Principles Every UX Designer Needs To Create Amazing Digital Banking Experiences

In a time when product development teams have an abundance of tools and exciting technology to bring ideas to life, a potential issue is feature clutter. While good intentioned, introducing unnecessary functionality can create confusion and take away from user experience and the usability of features. 

Being fully aware of this potential pitfall, a big question is: How can UX Designers and product teams avoid feature clutter and build digital banking features people will actually use? 

We recently took a closer look at 3 under-utilized digital banking features that suffer from  feature clutter, and touched upon the challenges product development teams face when building new features. Next, we'll outline some design principles we apply to developing and building features that are innovative and resonate with customers and members.

3 UX Design Principles for Developing Useful Banking Features

Any product feature developed in a vacuum – no matter how glimmery and despite a vast investment of thought, time and resources – may end up in the waste bin of unused and neglected features. These cluttered features take away from the simplicity and intuitiveness of a product's navigation and interface: two basic tenets of pleasant user experience. 

Here's what can be done to avoid bogging down customers with feature clutter and developing tools that people desire and will actually use: 

1. Start with the why

While this point might seem obvious, there’s often temptation to begin product development with how something is built using available technology. And considering the rapid pace of technological advancements, it’s easy to understand the temptation to build simply because the technology exists. As design legend Dieter Rams put it in his 10 principles for good design, “Technological development is always offering new opportunities for innovative design.” 

However, to develop features that will positively impact your product and the lives of your end-users, it’s crucial to take a step back and first ask why it’s necessary to design and build the feature. 

Important practical considerations and logistics such as the return on investment, cost to develop and build, and time frame for completion need to be taken into account. What's more, making sure the features are a good fit for the user should be mulled over.

Product development teams can start by asking basic-but-critical questions like:

  • Is there a current need from the customers and members?
  • How much does this feature help users?
  • Will this new feature or functionality positively impact the financial institution?
  • Do users expect the financial institution to provide this feature?

Running down a list of considerations can help align development priorities with user priorities and internal institution needs. Taking the time to critically assess and plan lays a solid foundation for development and ensures that the new feature has a logical and thoughtful fit within the product. 


2. Let user behavior influence the design process

Once design and development of a product feature is underway, the #1 priority for any product team should be to focus on the user

Diving through user data such as requests, comments, and suggestions; or by conducting research sessions and user surveys can shed light on problem areas. Through testing, design and product teams can learn how users prefer to interact with the feature and discover new design solutions.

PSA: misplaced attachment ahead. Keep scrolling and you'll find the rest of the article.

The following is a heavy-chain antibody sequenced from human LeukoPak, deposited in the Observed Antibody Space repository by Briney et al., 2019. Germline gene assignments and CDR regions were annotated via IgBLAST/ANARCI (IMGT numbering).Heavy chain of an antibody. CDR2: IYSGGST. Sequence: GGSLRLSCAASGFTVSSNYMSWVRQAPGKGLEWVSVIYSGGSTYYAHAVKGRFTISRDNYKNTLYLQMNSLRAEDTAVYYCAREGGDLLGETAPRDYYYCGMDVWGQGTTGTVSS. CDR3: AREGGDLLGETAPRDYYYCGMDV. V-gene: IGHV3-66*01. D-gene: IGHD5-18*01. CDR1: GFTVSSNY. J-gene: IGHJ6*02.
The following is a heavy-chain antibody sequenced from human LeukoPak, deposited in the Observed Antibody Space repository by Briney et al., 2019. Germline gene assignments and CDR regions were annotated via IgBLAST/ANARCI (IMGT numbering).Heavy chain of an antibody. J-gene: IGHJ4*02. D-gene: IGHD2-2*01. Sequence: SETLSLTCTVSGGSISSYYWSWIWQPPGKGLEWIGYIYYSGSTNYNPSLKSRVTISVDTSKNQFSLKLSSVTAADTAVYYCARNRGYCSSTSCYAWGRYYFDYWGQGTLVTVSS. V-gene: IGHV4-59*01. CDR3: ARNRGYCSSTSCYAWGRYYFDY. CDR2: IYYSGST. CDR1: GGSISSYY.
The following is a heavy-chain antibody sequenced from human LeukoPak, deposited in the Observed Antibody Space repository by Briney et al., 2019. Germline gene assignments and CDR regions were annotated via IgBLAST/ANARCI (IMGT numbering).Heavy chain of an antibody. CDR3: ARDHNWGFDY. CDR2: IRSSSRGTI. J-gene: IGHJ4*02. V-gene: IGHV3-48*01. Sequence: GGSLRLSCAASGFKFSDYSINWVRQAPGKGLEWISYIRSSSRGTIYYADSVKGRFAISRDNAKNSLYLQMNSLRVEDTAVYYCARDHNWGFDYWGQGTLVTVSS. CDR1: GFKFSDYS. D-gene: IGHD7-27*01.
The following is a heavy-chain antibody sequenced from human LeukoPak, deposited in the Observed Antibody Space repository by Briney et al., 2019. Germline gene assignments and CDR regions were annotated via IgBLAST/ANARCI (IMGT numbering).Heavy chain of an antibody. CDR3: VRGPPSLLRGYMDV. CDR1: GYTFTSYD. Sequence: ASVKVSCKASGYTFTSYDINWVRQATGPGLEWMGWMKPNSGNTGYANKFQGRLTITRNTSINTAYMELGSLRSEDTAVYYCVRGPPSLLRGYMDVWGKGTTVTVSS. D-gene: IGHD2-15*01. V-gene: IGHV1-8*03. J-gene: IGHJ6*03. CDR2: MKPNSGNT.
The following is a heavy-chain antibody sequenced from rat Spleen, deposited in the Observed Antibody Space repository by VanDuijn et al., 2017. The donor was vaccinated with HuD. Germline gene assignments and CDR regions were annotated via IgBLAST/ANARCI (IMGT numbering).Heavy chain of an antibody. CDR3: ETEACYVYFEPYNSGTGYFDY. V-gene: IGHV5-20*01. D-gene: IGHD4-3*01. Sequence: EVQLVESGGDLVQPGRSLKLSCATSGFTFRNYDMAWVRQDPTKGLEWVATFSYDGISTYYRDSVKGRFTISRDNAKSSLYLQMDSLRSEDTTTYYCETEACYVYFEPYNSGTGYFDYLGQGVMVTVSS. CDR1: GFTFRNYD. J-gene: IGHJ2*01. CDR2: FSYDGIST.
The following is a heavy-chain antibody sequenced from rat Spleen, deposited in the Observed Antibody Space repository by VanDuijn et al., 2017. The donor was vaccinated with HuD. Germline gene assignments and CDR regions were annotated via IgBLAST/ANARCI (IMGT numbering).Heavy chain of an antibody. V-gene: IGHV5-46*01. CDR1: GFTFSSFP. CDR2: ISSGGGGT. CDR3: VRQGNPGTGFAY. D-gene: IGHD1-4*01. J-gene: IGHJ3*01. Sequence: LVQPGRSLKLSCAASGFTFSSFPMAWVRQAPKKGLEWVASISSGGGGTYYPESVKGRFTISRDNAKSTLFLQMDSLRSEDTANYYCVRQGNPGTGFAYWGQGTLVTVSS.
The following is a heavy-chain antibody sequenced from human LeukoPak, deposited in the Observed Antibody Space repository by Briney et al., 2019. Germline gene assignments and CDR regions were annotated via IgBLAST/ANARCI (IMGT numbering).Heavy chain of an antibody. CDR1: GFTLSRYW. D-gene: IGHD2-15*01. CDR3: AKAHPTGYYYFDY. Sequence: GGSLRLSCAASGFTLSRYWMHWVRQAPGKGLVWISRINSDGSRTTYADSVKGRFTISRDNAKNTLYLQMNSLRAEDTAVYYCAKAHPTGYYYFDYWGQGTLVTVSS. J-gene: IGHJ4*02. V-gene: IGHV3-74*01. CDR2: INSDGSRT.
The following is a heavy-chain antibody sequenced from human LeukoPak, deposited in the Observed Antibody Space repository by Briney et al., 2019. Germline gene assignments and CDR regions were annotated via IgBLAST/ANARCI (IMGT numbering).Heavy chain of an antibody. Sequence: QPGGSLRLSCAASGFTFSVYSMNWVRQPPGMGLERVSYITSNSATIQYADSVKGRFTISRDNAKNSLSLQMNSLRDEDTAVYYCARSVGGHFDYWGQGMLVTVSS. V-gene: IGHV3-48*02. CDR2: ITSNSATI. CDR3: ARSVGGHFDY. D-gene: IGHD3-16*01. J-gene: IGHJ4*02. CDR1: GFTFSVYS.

Results from a recent Narmi card sorting user test from Optimal Workshop

Narmi UX Lab Pro Tip:

User testing is core to Narmi’s design process. By subjecting every aspect of our user interface to regular tests, we’re able to treat our products as living entities capable of changing and adapting to new user behaviors.

By starting our testing process with wireframes, we’re able to synthesize feedback directly into every design and development stage. After every design tweak, we test. This cycle of testing and tweaking design continues until the majority of user feedback is positive.

It’s also important to be thoughtful about the type of user testing you conduct. There are many approaches, but we favor unmoderated tests where users are asked to complete tasks and answer open-ended questions. By de-emphasizing the need to select the “right” answer, users are able to share their thoughts candidly.

A wonderful benefit to this more open-ended method is that there are often valuable incidental insights discovered along the way. For example, in a recent testing session, 50% of the participants commented on a word they felt was out of place even though we had not asked about or directed their attention to the design’s language. Insights like this are incredibly valuable and inform Narmi’s design.

To make sure financial institutions prioritize features that best serve customers, product teams should always enlist the participation of a diverse set of users and tests. Creating a structure for user feedback is crucial for usable design, but it’s only one component of great product design.

To create products people will actually value, it's important to know how experiences can influence a desired behavior – such as creating automated savings features that make the process of saving and reaching financial goals foolproof.


3. Couch it with financial literacy

To a degree, understanding the basic concepts of financial wellness, behavioral economics, and consumer psychology can serve as guideposts on exactly what digital features and tools would be most beneficial to banking customers. These features can be developed in step with the wealth of technology such as open banking and API-powered integration.

This is evident in the fact that nearly all challenger banks offer a promise to help account holders have greater clarity and control over their personal finances – their message being, “Use these handy tools we've created, and you can be a financial wellness expert.”

For financial institutions to truly help customers with their financial health, the key is to fuse financial literacy with ease-of-use.

For financial institutions to truly help customers with their financial health, the key is to fuse financial literacy with ease-of-use. Since feature clutter can lead to low adoption, improving the user experience can have the effect of boosting usage and adoption of features.